Managing COPD as a Team Effort
Primary care physicians need to develop a relationship with the COPD patients and learn what is troublesome for the patient in everyday life, Sandelowsky suggested. “The most important thing for GPs to remember is that only doing the classic “doctor’s job,” i.e. prescribing medications, will not bring them closer to understanding or helping [their] COPD patient.”
Establishing rapport with the patient, Sandelowsky said, may require more than strictly medical functions. “You need to build trust and let it take time, probably several appointments,” said Sandelowsky. “This is why no doctor can manage COPD on their own. Instead, the care is based on teamwork, or, interprofessional cooperation, between the GP, nurse, physiotherapist, nutritionist, occupational therapist, counselor—and not to forget, the family of the patient.”
Telehealth professionals may also play an important role as members of this team.
“It is very difficult to assess all of a patient’s needs and goals during a 15-minute office visit,” said Todd Allen, a telehealth RN and case manager with Four Seasons, a nonprofit hospice and palliative care provider that serves patients in rural Appalachia. Allen explained that “physicians tend to focus on treating the COPD progression, and miss the quality of life issues such as dyspnea, anxiety, depression and loss of independence.”
Patient-Centered Care and Communication
Allen, who works with more than 150 rural palliative care patients with limited access to their primary care physicians or major hospitals said, “Open lines of communication such as telehealth really help to extend the communication, and fill the gap between office visits. When people communicate it is more likely that problem will be identified and resolved.”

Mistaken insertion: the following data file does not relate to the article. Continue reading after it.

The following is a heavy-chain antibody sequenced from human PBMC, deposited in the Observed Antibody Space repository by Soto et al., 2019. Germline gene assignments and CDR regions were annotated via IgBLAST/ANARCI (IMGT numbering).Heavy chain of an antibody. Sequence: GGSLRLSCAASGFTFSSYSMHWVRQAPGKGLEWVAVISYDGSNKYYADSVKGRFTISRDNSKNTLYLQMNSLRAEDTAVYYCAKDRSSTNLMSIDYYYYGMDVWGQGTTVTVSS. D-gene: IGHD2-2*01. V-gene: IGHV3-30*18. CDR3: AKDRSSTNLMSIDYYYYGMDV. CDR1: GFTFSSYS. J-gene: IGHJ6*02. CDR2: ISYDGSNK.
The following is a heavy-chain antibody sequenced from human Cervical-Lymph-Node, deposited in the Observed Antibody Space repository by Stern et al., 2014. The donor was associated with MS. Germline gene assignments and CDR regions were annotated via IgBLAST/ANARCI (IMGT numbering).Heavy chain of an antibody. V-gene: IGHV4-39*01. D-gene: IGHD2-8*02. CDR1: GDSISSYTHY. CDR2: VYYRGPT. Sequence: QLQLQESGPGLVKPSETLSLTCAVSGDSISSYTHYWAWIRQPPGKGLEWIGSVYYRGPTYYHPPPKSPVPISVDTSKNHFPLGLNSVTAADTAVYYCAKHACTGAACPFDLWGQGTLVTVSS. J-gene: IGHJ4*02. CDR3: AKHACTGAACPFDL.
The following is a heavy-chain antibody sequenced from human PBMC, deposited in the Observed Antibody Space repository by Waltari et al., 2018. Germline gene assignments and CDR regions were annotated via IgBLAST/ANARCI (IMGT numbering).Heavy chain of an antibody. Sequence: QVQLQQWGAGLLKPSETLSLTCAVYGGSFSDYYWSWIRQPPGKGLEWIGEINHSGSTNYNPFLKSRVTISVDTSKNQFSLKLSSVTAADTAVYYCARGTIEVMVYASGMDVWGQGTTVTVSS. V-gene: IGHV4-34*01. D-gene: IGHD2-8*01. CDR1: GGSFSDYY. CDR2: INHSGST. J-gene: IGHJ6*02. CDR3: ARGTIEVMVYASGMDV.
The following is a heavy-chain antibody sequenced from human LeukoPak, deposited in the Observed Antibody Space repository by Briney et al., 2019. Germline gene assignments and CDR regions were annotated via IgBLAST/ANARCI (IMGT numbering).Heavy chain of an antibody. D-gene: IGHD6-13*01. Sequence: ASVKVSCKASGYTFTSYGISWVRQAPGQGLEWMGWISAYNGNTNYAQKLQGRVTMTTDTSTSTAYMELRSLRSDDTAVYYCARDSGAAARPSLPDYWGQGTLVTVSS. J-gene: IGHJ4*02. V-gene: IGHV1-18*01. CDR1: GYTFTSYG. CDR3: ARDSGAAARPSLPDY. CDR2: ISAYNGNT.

Allen acknowledged that the home visits allow telehealth providers to be better positioned than primary care or specialists in learning the patient’s goals and priorities. “Because we keep an open line of communication with patients and caregivers through telehealth,” Allen said, “the patient no longer feels alone, worries about getting medical advice, refills on meds and assistance with acute symptoms. They know we are here for them and are just a secure text message away.” Allen said he believes that patients and caregivers benefit from being heard, and have trust that their concerns will be quickly addressed.
Allen explained that primary care physicians are not asking the questions to get to understand their patient’s issues and chronic conditions. “[Physicians] are focused on their electronic health records. That’s how they get paid. They’re going through a bulleted list of items they have to check in order to get paid. But they are not asking the right questions.”
Allen shared one of his favorite questions on his patient telehealth application: Tell me about something you wanted to do today, but couldn’t. “I get all kinds of answers, like ‘I couldn’t go outside today because it was raining.’ If you have COPD and you have a low-pressure system, you can’t go outside. You can’t breathe,” Allen said.
“‘I couldn’t go to the mailbox,’ is one I’ve seen a number of times,” Allen said. “Going to the mailbox means independence for a COPD patient. To be able to walk that distance for a COPD patient, is, I mean…think about that. What if you can’t go to your own mailbox?”